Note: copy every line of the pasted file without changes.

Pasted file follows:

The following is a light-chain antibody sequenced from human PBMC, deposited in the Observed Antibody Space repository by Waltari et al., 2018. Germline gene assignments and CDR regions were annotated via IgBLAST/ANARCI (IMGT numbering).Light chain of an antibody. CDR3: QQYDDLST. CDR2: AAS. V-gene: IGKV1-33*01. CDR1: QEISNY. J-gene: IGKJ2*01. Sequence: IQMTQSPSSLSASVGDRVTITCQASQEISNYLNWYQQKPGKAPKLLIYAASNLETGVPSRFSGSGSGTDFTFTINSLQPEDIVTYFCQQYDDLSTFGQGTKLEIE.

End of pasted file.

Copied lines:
The following is a light-chain antibody sequenced from human PBMC, deposited in the Observed Antibody Space repository by Waltari et al., 2018. Germline gene assignments and CDR regions were annotated via IgBLAST/ANARCI (IMGT numbering).Light chain of an antibody. CDR3: QQYDDLST. CDR2: AAS. V-gene: IGKV1-33*01. CDR1: QEISNY. J-gene: IGKJ2*01. Sequence: IQMTQSPSSLSASVGDRVTITCQASQEISNYLNWYQQKPGKAPKLLIYAASNLETGVPSRFSGSGSGTDFTFTINSLQPEDIVTYFCQQYDDLSTFGQGTKLEIE.